Author Topic: Clara COY, please help solve a mystery  (Read 611 times)

Offline Dulciebun

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Clara COY, please help solve a mystery
« on: Thursday 05 March 20 16:18 GMT (UK) »
Seeking any information to explain why a grave for "Clara COY" should be in an overgrown churchyard at the back of a John Lewis store in Chichester.

There's a fairly new retail park on the eastern edge of Chichester, West Sussex. I pulled my car into the overflow car-park at the back and parked in the far corner. Got out and was astonished to see a standing gravestone right up against the new kerb installed by the builders who'd made the shopping centre. It seemed to have survived because it was almost underneath a tree they'd decided not to dig out.

I looked beyond the gravestone and found some tangled wasteland and some other neglected graves. A surreal situation - this old graveyard, invaded by a new retail park.

"Our dear mother, Clara Coy" says the stone.

Who was she? Why is she buried here? Who were her children who erected this stone?

I can't yet locate any Clara (who presumably married 'Coy') who was buried in West Sussex.
I'm estimating the date to be perhaps late 19th or early 20th century, given the age of the stone.

Possibly associated with a 'Charles', given some of the other wording.

Can you help shed any light?
Thank you

Dulciebun
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Offline stanmapstone

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Offline CaroleW

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Re: Clara COY, please help solve a mystery
« Reply #2 on: Thursday 05 March 20 17:08 GMT (UK) »
Does the wording indicate she is actually buried there as many stones often contain names of people not actually in the grave but who have a connection to those buried there.

There is an 1884 death for a Charles Coy in Eastbourne
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Offline chempat

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Re: Clara COY, please help solve a mystery
« Reply #3 on: Thursday 05 March 20 17:31 GMT (UK) »
Free bmd has no deaths for any Clara Coy from 1850 to 1920....

Offline Dulciebun

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Re: Clara COY, please help solve a mystery
« Reply #4 on: Thursday 05 March 20 18:09 GMT (UK) »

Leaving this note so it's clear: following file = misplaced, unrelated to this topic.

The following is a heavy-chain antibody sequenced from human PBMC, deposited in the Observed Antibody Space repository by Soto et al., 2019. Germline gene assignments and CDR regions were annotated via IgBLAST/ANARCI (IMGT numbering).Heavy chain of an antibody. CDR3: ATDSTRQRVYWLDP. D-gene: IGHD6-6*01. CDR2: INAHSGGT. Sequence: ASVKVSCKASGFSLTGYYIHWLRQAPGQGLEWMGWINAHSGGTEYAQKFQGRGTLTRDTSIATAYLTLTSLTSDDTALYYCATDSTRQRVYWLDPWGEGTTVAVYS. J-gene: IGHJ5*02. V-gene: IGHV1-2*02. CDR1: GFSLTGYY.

Does the wording indicate she is actually buried there as many stones often contain names of people not actually in the grave but who have a connection to those buried there.

There is an 1884 death for a Charles Coy in Eastbourne

Hi Carole, yes I agree, sometimes you get gravestones with no burial - however my memory says that in this case there was a grave-shape still visible, marked out with thin stone blocks all around it, and I felt the ground had been disturbed some time in the past (it was now full of tree-roots), so I am thinking for the moment that it was an actual burial.
Dx
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Offline Dulciebun

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Re: Clara COY, please help solve a mystery
« Reply #5 on: Thursday 05 March 20 18:13 GMT (UK) »
Free bmd has no deaths for any Clara Coy from 1850 to 1920....

Chempat, thank you... I've been busy digging out my scribbled notes and it appears that there was a date of death on the stone for Clara - 14 .5. 1916, the 5 may be wrong but the 1916 is definitely correct - so this gives us hope!  I'm wondering if it could have been McCOY or MacCOY, because the Irish sometimes shorten their names to disguise their Irishness (I'm half Irish)...

Could be a war casualty? Or people who died here but belonged elsewhere?
Or Clara was a middle name?

I'm sure it said Charles too, I remembered the 'CC' in both cases.

Any further thoughts?

Dulciebun
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Offline Dulciebun

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Re: Clara COY, please help solve a mystery
« Reply #6 on: Thursday 05 March 20 18:16 GMT (UK) »
More things from my scribbled notes!!

The Charles (I'm pretty sure 'Coy') who was mentioned there, died in December 1917.

A husband?
Son?
Soldier?
Naval man? Lots of Navy people in Sussex..

D x

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Offline ..claire..

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Re: Clara COY, please help solve a mystery
« Reply #7 on: Thursday 05 March 20 18:18 GMT (UK) »
There was a Clara Cox that died in 1916, 2nd Qtr. aged 57 registered in the Chichester district

Wonder if that could be her
Luce, Tippett , Thomson, Dolling ~ Devon & Cornwall
Mocquard ~ London, France
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Offline Dulciebun

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Re: Clara COY, please help solve a mystery
« Reply #8 on: Thursday 05 March 20 18:20 GMT (UK) »
See https://maps.nls.uk/geo/explore/side-by-side/#zoom=17&lat=50.84084&lon=-0.75809&layers=168&right=BingHyb

Stan

Hi Stan, it gobbled my reply so I'm trying again...
Thank you for this! I can see a whole complex of burial grounds here, I hadn't realised.

If I could pinpoint the place where the grave was, maybe we could establish which chapel or church it was linked to - and there might be records? I will try to zoom in and see what I can spot.
Bless you
D
Burgi (Zurich, Wintertur)
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